BEIRUT: Nine Lebanese nationals kidnapped in Syria last year were released Friday, caretaker Interior Minister Marwan Charbel told The Daily Star, a day after Qatar vowed to intervene to bring the case of the pilgrims to a safe conclusion.
The release of the Lebanese in exchange for Syrian prisoners could have a positive impact on the case of two Turkish Airlines pilots who were kidnapped in Beirut this August.
“The [Lebanese] hostages have been released and are on their way to Turkey but we will only receive them during the handover,” Charbel said, referring to the kidnappers’ demand for the release of Syrian detainees held by the Damascus regime.
Security sources told The Daily Star that the nine were in Turkey and in “Turkish hands.”
Charbel said Maj. Gen. Abbas Ibrahim, the head of Lebanon’s General Security, would have to travel to Damascus from the Turkish capital and return to Ankara with the Syrian detainees.
“The handover will take place in Turkey and we think it could take 24 hours,” he said.
Ibrahim told Hezbollah’s Al-Manar that the nine Lebanese were in “safe hands.”
Earlier, Charbel said Ibrahim had presented Damascus with a new list of Syrian detainees that rebels are demanding be released in return for the nine Lebanese.
The rebel group had asked earlier in the year for the release of 127 female detainees including prominent opposition activist Tall al-Mlouh. Damascus agreed to release the female prisoners.
Ibrahim, tasked with following up on the case of the Lebanese hostages in Syria, has made several trips between Damascus and Ankara in recent days in order to negotiate with the mediators.
Earlier in the day, Qatar's Foreign Minister Khalid Bin Mohamed Al Attiyah told Al-Jazeera that his country’s mediation had resulted in the release of Lebanese hostages.
Earlier this week, President Michel Sleiman contacted Qatar’s emir, asking the Qatari leader to personally intervene and help secure the release of the captives.
The Gulf emir vowed to mediate and secure the release of the hostages at the soonest possible time.
Holding Lebanese flags and pictures of Ibrahim, relatives of the Lebanese hostages gathered at the Beirut southern suburb of Bir al-Abed, particularly outside the Badr Campaign office where the families frequently met to follow up on the case.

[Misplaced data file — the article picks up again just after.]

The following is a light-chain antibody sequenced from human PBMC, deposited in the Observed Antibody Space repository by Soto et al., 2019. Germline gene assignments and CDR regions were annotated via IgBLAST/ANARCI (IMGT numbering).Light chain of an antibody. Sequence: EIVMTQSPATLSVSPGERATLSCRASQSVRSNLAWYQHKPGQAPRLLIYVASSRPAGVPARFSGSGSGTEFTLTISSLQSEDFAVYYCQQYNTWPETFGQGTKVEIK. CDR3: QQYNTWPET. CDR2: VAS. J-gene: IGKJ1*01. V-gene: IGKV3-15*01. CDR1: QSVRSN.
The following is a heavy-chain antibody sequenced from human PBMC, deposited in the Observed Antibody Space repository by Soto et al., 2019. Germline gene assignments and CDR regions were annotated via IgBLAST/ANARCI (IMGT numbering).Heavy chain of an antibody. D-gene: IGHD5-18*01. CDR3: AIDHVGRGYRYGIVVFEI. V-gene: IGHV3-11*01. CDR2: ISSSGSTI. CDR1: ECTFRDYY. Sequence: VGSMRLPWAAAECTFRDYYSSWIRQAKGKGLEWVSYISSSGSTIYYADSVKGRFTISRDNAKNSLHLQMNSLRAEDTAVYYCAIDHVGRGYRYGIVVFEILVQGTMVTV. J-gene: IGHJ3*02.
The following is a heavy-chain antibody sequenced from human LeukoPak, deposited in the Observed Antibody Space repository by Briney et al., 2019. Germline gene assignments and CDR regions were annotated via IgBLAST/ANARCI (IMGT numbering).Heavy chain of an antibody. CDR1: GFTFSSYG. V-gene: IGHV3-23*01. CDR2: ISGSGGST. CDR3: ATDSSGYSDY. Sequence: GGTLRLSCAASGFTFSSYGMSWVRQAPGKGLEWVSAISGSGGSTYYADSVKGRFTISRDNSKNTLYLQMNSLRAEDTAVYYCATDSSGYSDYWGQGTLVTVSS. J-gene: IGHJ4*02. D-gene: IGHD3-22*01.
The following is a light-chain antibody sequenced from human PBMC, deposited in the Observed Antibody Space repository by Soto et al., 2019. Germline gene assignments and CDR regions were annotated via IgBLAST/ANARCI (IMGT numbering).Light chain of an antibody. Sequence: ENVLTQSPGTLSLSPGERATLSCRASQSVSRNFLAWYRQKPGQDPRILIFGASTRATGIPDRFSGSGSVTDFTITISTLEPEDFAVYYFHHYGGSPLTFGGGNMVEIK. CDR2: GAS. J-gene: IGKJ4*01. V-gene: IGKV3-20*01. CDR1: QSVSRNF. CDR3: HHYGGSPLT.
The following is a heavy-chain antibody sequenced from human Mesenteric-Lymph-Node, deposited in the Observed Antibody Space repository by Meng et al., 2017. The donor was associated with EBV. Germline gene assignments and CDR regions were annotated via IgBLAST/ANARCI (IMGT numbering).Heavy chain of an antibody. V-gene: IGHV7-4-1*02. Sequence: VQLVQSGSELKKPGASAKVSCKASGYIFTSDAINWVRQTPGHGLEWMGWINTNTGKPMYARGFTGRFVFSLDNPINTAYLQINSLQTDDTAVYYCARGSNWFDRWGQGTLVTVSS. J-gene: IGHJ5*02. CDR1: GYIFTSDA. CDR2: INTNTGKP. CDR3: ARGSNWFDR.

Women and children flooded the headquarters, congratulating each other on the long-awaited release.
“Finally, the case has ended and things are not up for negotiations,” Daniel Shoab, whose brother is one of the captives, told a local media station.
“Congratulations to Lebanon and we hope that this will be sealed with their final return,” he added.
On May 22 of last year, Eleven Shiite pilgrims were kidnapped by a rebel group on their way from a pilgrimage in Iran near the Aleppo District of Azaz. Two were released in the following months.
Relatives of the hostages have repeatedly urged Qatar and Turkey to help secure their loves ones’ release, arguing that Ankara and Doha could exert influence on the Syrian opposition.
On Aug. 9, in retaliation for the continued abduction of the Lebanese, two Turkish Airlines pilots were snatched on Beirut’s airport road while the two were headed to a hotel in the capital.
The kidnappers of pilot Murat Akpinar and his co-pilot Murat Agca demanded the release of the Lebanese pilgrims in exchange for the Turkish nationals.
Daniel said that the abductors of the Turkish pilots said they would release them as soon as the Lebanese return.